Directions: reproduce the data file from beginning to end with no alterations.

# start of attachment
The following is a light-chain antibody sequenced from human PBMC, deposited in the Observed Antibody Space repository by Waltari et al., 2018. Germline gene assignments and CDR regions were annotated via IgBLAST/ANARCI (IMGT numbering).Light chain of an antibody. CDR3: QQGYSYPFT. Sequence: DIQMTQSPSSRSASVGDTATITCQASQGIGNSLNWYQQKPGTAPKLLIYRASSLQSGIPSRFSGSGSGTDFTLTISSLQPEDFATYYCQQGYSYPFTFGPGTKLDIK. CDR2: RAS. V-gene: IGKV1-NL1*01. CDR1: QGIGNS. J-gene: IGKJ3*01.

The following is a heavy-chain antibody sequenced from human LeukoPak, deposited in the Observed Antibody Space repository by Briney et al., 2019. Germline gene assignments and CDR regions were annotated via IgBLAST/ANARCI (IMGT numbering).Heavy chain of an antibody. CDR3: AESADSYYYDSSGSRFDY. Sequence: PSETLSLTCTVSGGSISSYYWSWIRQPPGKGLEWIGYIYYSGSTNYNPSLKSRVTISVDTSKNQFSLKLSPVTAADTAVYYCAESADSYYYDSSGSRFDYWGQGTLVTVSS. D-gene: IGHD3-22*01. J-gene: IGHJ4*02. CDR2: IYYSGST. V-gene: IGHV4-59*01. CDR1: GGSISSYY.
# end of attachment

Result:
The following is a light-chain antibody sequenced from human PBMC, deposited in the Observed Antibody Space repository by Waltari et al., 2018. Germline gene assignments and CDR regions were annotated via IgBLAST/ANARCI (IMGT numbering).Light chain of an antibody. CDR3: QQGYSYPFT. Sequence: DIQMTQSPSSRSASVGDTATITCQASQGIGNSLNWYQQKPGTAPKLLIYRASSLQSGIPSRFSGSGSGTDFTLTISSLQPEDFATYYCQQGYSYPFTFGPGTKLDIK. CDR2: RAS. V-gene: IGKV1-NL1*01. CDR1: QGIGNS. J-gene: IGKJ3*01.

The following is a heavy-chain antibody sequenced from human LeukoPak, deposited in the Observed Antibody Space repository by Briney et al., 2019. Germline gene assignments and CDR regions were annotated via IgBLAST/ANARCI (IMGT numbering).Heavy chain of an antibody. CDR3: AESADSYYYDSSGSRFDY. Sequence: PSETLSLTCTVSGGSISSYYWSWIRQPPGKGLEWIGYIYYSGSTNYNPSLKSRVTISVDTSKNQFSLKLSPVTAADTAVYYCAESADSYYYDSSGSRFDYWGQGTLVTVSS. D-gene: IGHD3-22*01. J-gene: IGHJ4*02. CDR2: IYYSGST. V-gene: IGHV4-59*01. CDR1: GGSISSYY.